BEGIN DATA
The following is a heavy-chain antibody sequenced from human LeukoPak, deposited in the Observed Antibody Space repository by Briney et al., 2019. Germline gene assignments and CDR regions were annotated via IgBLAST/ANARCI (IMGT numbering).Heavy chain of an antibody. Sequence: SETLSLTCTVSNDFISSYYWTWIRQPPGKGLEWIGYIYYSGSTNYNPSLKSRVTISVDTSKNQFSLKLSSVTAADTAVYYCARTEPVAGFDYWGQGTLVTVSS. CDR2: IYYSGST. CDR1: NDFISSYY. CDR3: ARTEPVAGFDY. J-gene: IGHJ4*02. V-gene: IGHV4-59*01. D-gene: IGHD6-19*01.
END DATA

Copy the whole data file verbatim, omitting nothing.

The following is a heavy-chain antibody sequenced from human LeukoPak, deposited in the Observed Antibody Space repository by Briney et al., 2019. Germline gene assignments and CDR regions were annotated via IgBLAST/ANARCI (IMGT numbering).Heavy chain of an antibody. Sequence: SETLSLTCTVSNDFISSYYWTWIRQPPGKGLEWIGYIYYSGSTNYNPSLKSRVTISVDTSKNQFSLKLSSVTAADTAVYYCARTEPVAGFDYWGQGTLVTVSS. CDR2: IYYSGST. CDR1: NDFISSYY. CDR3: ARTEPVAGFDY. J-gene: IGHJ4*02. V-gene: IGHV4-59*01. D-gene: IGHD6-19*01.